So that’s Bad Marxism in a nutshell, shell of nuts, googlenut, whatever. Each word is a live link to a couple of tear out and throwaway quotes, bar food style. Trinketized.
You can find Jean-Luc Godard’s “British Sounds” in all its glory on You Tube now. It is worth watching all the way through (6 parts) – from the ‘petroleum of pop music’ and excerpts from the great Shiela Rowbothom to the “gestapo of the humanist university” (they mean LSE). ‘No end to class struggle’ in the centre of the jack. All Godard’s great themes are here – the pan across the line of cars (weekday this time, not ‘weekend’) through to militant Maoist students concocting a twisted sympathy for the devil (Lennon not Lenin) and more. Thanks for the reminder to Iain Sinclair and his great rambling Hackney(ed) dossier (if you haven’t got it yet, get it – and read Sukhdev’s review of Sinclair’s book here). As Sukhdev says: “here’s another reason why Sinclair is such an important writer: he offers readers the critical tools for looking anew at wherever it is that they live.”
Reposted from Dark Matter.
by Sanjay Sharma • 8 Mar 09 •
Dis-Orienting Rhythms: the politics of the new Asian dance music (1996, Zed books), edited by Sanjay Sharma, John Hutnyk and Ash Sharma.
“This book writes back the presence of South Asian youth into a rapidly expanding and exuberant music scene; and celebrates this as a dynamic expression of the experience of diaspora with an urgent political consciousness. One of the first attempts to situate such production within the study of race and identity, it uncovers the crucial role that South Asian dance musics – from Hip-hop, Qawwali and Bhangra through Soul, Indie and Jungle – have played in a new urban cultural politics …” (Back cover)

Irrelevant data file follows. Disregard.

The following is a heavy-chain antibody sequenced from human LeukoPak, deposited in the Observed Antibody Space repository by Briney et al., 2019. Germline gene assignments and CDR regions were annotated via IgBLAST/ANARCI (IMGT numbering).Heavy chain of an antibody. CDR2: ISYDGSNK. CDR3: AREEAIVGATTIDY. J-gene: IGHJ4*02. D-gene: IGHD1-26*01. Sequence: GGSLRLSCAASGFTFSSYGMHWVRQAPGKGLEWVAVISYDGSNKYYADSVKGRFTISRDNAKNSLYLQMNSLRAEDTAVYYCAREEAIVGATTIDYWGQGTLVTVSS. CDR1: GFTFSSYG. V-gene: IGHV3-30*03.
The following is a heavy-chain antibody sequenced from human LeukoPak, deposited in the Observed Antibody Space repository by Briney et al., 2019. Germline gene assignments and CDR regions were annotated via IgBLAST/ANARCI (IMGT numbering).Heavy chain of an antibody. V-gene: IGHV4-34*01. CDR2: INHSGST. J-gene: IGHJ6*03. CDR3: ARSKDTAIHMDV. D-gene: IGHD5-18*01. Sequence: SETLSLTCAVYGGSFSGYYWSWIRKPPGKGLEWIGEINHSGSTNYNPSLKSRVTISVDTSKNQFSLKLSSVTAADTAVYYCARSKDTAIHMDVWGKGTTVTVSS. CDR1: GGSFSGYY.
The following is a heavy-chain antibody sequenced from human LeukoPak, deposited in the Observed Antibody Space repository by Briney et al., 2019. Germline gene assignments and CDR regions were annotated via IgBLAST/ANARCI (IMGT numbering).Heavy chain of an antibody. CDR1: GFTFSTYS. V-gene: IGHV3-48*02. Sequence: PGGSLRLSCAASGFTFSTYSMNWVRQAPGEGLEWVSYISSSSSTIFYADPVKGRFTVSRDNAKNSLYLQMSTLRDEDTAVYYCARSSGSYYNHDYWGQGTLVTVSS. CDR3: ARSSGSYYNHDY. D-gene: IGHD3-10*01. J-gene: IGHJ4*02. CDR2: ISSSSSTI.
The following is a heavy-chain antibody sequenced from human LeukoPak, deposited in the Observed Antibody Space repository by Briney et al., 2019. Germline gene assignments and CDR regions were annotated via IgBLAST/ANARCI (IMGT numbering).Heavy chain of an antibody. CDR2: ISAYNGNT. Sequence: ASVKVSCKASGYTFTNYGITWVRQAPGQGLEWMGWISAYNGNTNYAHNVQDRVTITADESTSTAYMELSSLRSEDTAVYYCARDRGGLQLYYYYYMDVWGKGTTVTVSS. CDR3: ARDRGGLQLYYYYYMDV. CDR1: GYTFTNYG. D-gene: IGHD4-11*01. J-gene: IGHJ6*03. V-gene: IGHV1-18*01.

To celebrate the landmark edited collection being published over a decade ago, the whole text and individual chapters are available to download as searchable pdf files.
Note: Please be patient while the pdf files download (whole text will take a few minutes).
Individual Chapters (higher quality):
- Introduction – Sanjay Sharma, John Hutnyk and Ashwani Sharma
- Sounds Oriental: The (Im)possibility of Theorizing Asian Musical Cultures – Ashwani Sharma
- Noisy Asians or ‘Asian Noise’? – Sanjay Sharma
- Asian Kool? Bhangra & Beyond – Rupa Huq
- Remixing Identities: ‘Off’ the Turntable – Shirin Housee & Mukhtar Dar
- Psyche and Soul: A View from the ‘South’ – Koushik Banerjea & Partha Banerjea
- Re-Sounding (Anti)Racism, or Concordant Politics? - Virinder S. Kalra, John Hutnyk & Sanjay Sharma
- Repetitive Beatings or Criminal Justice? – John Hutnyk
- Versioning Terror: Jallianwala Bagh & the Jungle – Koushik Banerjea & Jatinder Barn
- New Paths for South Asian Identity & Musical Creativity – Raminder Kaur & Virinder S. Kalra
Everyone should read Away With All Gods because it is necessary, critical and timely, but also because it is a book written with joy and humor. Avakian has a whole lot of fun mocking the absurdities of those who should be called `god-botherin fools’ – never better than when he retells old Richard Pryor routines about Cleveland or reminds us of the hypocrisy of Ronald Reagan as Christian leader while wife Nancy reads the tarot. The trouble is that the people who go in for this religious-fantasy foolishness are serious, and they must be stopped. Avakian shows how and why. Pointing out that the myth that Zapata had not been killed and would return to fight again some day was flawed because it overlooked the fact that he was just as dead as was the resurrected Jesus; showing that Mel Gibson’s ‘Passion of the Christ’ movie perpetuates an anti-Jewish slander that the mob killed the son of God; equally critical of contortions such as the one where the Quran is as fair to women thieves as it is to men (`cut off their hands’ if they do not repent); and skewering Christopher Hitchens’ whose critique of religion is just as much an anti-Muslim tirade (‘God is not great’) as is the US War on Terror; Avakian eviscerates all manner of soft thinking on issues that have a mysterious afterlife in popular thought today.
Avakian has answers as to why religious fundamentalism (Christian or Islamic) is on the rise, and he does this not with candles and mirrors, dark robes and incense, but rather a philosophico-political analysis and a program for change. These are things we really need to hear.
Its even for sale here